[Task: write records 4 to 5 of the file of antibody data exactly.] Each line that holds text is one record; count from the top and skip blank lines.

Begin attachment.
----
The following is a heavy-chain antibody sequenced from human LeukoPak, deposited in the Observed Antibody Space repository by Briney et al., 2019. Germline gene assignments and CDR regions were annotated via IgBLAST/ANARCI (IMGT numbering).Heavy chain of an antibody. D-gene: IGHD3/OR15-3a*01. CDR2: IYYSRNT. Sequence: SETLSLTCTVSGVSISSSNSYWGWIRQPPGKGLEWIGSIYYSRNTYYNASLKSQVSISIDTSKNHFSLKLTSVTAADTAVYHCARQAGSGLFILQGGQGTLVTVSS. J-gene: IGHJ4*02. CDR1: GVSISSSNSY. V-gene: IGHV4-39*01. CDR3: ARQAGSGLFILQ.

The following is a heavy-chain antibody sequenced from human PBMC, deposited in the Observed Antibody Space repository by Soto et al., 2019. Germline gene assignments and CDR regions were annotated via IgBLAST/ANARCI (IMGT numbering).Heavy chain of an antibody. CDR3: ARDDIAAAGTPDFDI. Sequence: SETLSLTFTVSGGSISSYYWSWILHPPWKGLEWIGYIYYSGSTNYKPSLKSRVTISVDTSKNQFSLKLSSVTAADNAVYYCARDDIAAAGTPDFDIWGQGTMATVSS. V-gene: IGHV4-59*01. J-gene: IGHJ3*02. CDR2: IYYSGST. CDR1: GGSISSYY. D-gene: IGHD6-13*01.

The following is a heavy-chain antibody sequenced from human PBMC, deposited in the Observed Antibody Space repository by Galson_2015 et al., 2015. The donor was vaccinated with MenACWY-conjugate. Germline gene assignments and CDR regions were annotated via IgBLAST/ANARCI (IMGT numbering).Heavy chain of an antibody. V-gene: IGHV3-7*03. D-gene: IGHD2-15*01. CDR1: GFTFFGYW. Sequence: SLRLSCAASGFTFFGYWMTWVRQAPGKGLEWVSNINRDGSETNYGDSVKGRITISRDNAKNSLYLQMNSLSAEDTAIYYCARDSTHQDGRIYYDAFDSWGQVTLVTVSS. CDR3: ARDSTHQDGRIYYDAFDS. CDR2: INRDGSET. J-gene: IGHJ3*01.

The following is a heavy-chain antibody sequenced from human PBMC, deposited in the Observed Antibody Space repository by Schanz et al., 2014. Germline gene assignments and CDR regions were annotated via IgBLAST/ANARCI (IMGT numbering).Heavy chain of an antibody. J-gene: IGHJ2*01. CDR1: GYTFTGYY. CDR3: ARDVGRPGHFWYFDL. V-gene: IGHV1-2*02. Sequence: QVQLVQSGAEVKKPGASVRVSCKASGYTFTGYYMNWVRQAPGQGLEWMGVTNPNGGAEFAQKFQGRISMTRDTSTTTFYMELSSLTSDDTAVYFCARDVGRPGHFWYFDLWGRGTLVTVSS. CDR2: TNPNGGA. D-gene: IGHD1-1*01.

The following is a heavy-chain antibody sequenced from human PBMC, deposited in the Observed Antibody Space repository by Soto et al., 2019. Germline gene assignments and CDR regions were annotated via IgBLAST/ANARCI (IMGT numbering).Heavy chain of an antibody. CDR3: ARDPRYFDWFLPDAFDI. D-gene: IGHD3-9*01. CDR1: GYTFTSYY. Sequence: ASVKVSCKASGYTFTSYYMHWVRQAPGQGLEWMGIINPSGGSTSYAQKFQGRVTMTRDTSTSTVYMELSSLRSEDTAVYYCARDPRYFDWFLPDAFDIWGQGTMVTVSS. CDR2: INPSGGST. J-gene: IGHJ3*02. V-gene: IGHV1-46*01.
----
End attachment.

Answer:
The following is a heavy-chain antibody sequenced from human PBMC, deposited in the Observed Antibody Space repository by Schanz et al., 2014. Germline gene assignments and CDR regions were annotated via IgBLAST/ANARCI (IMGT numbering).Heavy chain of an antibody. J-gene: IGHJ2*01. CDR1: GYTFTGYY. CDR3: ARDVGRPGHFWYFDL. V-gene: IGHV1-2*02. Sequence: QVQLVQSGAEVKKPGASVRVSCKASGYTFTGYYMNWVRQAPGQGLEWMGVTNPNGGAEFAQKFQGRISMTRDTSTTTFYMELSSLTSDDTAVYFCARDVGRPGHFWYFDLWGRGTLVTVSS. CDR2: TNPNGGA. D-gene: IGHD1-1*01.

The following is a heavy-chain antibody sequenced from human PBMC, deposited in the Observed Antibody Space repository by Soto et al., 2019. Germline gene assignments and CDR regions were annotated via IgBLAST/ANARCI (IMGT numbering).Heavy chain of an antibody. CDR3: ARDPRYFDWFLPDAFDI. D-gene: IGHD3-9*01. CDR1: GYTFTSYY. Sequence: ASVKVSCKASGYTFTSYYMHWVRQAPGQGLEWMGIINPSGGSTSYAQKFQGRVTMTRDTSTSTVYMELSSLRSEDTAVYYCARDPRYFDWFLPDAFDIWGQGTMVTVSS. CDR2: INPSGGST. J-gene: IGHJ3*02. V-gene: IGHV1-46*01.